How does taxing distributions work?Distributions are subject to taxes as ordinary income. Non-deductible contributions may only be partly taxable.Roth IRA distributions are never taxed as long as certain criteria are met.
Is there a form I have to file for receiving distributions?Yes, form 8606 to be precise – if you have made a non-deductible contribution prior.Also, form 8606, if you have benefitted from distributions made from a Roth IRA.

The two major differences are found in the areas of taxation and contributions. Which of these fits best to your financial goals is a very personal decision that you should not make lightly. Consulting a retirement plan specialist to help you find the perfect fit is always a good idea.

Switching Between the Two Types?

If you own a traditional IRA and want to convert it entirely into a Roth IRA, you are allowed to do so, but only once.

You can withdraw the assets fully or partially and deposit them in a Roth IRA. There's a specific term for these withdrawn assets: conversion contribution. Such early withdrawals don't incur the 10 % early withdrawal penalty.

But the distribution from your traditional IRA may be – partly or fully – accounted for in your gross income, which means it is taxable income.

Recharacterization means treating an IRA contribution made to one type of account as being made to another type – the transfer must be trustee-to-trustee, though.

However, the early withdrawal penalty may apply for those withdrawal assets you don't reinvest in your new Roth IRA. Generally, those assets are also taxable. There is one exemption to that rule, though: Returns from non-deductible contributions aren't taxed. Additionally, you should keep in mind that you have a maximum of 60 days for the conversion.

Is It Possible to Own and Invest in Both Types?

The IRS hasn't formulated a rule prohibiting you from owning more than one individual retirement account. For risk-averse investors, in particular, it can be a good idea to invest in more than one of these retirement funds.

Investing in an IRA – Traditional or Roth

Investing your money in an IRA – whether it's a traditional or a Roth one – is a viable option to generate more wealth for your retirement. Unfortunately, the Internal Revenue Service has few guidelines on which investments are allowed and they remain rather vague on the subject. You are prohibited from investing in two types of traditional investments, as per IRS rules: life insurance and collectibles. The latter term sums up a couple of different types of investments, such as:

  • rugs
  • gems
  • antiques
  • art
  • coins
  • metals
  • alcoholic beverages
  • stamps

IRAs mainly allow you to invest in traditional options, such as stocks, bonds, mutual funds, and ETFs. There are a couple of exceptions for collectibles which are viable investments for IRA assets like certain types of U.S. gold coins – one, one-tenth, one-quarter, and one-half ounce ones from the Treasury Department's minting. Certain bullions made of platinum, palladium, silver, and gold can also be invested in. To invest in many high-yielding alternative investment opportunities, you should consider turning your IRA into a self-directed IRA.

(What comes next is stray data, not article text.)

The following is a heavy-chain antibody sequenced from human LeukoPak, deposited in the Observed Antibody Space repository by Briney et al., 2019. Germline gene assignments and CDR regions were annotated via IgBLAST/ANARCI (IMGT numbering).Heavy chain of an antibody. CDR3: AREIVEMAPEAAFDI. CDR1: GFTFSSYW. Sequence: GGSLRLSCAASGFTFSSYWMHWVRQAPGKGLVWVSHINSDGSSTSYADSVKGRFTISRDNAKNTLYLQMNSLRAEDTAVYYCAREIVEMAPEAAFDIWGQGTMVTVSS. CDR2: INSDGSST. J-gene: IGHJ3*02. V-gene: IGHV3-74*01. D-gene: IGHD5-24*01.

CARL provides you with highly liquid quant hedge fund strategies that offer 15%+ targeted returns, as well as self-directed IRAs. There are various strategies available for accredited investors to choose from. Whether it be a long or short-term, higher risk and higher return or lower-risk, lower-return strategy – you can choose whichever one fits your portfolio and suits your financial goals.

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    3 Easy Steps to Start Investing With CARL

    Investing in quants is as easy as pie if you've got CARL on your side. Investors can set up an CARL account quickly and easily.

    Set Up Your Account

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    Simply save your portfolio settings and on the next strategy funding cycle your investment will be live!

    Traditional vs. Roth IRA – Which Is Better?

    There is no clear answer to this question, depending on your filing status, income, and general financial prosperity. Both variants offer significant advantages. A Roth IRA is more beneficial for investing, though, as earnings made from it can be withdrawn penalty- and tax-free. No matter which type of IRA you're interested in, you'll find self-directed IRAs as well as sophisticated quant hedge fund strategies at CARL. Invest today to make sure you're financially stable in the future.

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    Introducing CARL Self Directed IRA

    The CARL Self Directed IRA is now live on the CARL app. Listen to this podcast episode where John Bowens from Equity Trust, our partner in this offering, and Jamie Uppenberg from CARL talk about self-directed IRAs and the benefits of alternative investments like the hedge funds available with CARL.